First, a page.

• History of bowel surgery other than perianal (e.g., fistulotomy, seton placement, or abscess drainage) within 6 months prior to beginning the CDAI screening diary or drawing screening blood samples.
  • Presence of surgical changes to gut anatomy that preclude administration of clinical activity indices; this includes but is not limited to ileostomy, colostomy, or subtotal colectomy with ileorectal anastomosis.
  • Known or suspected short bowel syndrome.
  • Requirement of parenteral, total parenteral, elemental oral, or nasogastric nutrition.
  • History of cancer, other than non-melanomatous cancer of the skin, within the past 5 years.
  • Unwillingness or inability to comply with study requirements.
  • Presence of only small bowel CD that is inaccessible by standard colonoscopy for harvest of research biopsies. Individuals with only upper gastrointestinal CD or only perianal fistulizing CD are also excluded for this reason.
  • Refusal to abstain from using COX-2 inhibitors or non-steroidal anti-inflammatory drugs (NSAIDs) throughout the study agent administration period.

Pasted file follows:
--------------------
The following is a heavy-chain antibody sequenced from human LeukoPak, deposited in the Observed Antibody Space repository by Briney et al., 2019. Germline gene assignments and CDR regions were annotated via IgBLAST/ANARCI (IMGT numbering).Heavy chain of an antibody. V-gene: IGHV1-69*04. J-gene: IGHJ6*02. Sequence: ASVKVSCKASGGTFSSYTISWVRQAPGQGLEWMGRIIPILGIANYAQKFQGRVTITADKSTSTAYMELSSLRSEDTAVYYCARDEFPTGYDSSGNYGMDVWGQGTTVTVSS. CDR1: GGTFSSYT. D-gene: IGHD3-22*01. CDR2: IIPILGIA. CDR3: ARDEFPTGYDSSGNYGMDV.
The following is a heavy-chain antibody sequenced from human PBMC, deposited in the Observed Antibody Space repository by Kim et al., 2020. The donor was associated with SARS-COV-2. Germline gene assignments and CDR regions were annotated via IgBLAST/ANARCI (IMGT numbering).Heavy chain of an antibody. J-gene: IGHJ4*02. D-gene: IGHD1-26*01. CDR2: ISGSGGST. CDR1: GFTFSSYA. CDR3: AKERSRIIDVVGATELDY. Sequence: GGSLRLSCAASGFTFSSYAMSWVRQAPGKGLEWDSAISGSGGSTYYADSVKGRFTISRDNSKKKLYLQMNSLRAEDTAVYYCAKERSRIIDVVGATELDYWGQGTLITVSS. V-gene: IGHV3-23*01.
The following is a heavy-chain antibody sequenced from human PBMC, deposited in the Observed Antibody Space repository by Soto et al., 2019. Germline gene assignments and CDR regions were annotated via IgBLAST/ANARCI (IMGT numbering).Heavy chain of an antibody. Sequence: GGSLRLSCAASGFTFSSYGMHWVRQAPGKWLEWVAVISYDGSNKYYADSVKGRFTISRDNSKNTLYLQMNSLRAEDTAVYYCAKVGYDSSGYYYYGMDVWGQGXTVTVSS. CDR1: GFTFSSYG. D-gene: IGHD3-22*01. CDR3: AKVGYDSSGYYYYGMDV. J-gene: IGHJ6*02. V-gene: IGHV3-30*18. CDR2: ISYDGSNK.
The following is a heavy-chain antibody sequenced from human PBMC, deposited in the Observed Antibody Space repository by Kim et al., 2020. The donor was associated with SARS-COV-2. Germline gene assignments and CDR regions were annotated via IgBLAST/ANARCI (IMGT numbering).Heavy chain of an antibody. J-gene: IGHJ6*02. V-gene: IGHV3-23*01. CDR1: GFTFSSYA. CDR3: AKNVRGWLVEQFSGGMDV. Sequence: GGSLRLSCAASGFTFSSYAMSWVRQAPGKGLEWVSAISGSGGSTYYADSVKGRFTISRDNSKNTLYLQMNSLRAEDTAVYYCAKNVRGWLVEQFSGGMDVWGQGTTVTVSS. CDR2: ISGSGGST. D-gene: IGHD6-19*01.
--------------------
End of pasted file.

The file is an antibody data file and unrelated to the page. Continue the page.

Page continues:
• Has uncontrolled diabetes
  • Is taking anti-seizure medication, such as valproic acid or its derivative (i.e., Depakote)
  • Presence of any condition that, in the opinion of the investigator, contraindicates participation in this study.
  • Has participated in another investigational trial within 8 weeks (or 5 half-lives of any investigational study agent), whichever is greater, prior to the pre-trial (screening) visit. The window will be derived from the last date of treatment on the previous trial.



You may participate in this study at the National Institutes of Health Clinical Center in Bethesda, Maryland, United States, 20892. If you have any questions or concerns, please feel free to contact Ivan J Fuss, M.D. at 301-496-9662 or at You may also contact the NIH Clinical Center contact Office of Patient Recruitment (OPR) at 800-411-1222 ext TTY8664111010 or at



This clinical trial is sponsored by the National Institute of Allergy and Infectious Diseases (NIAID) with Ivan J Fuss, M.D. as the Principal Investigator.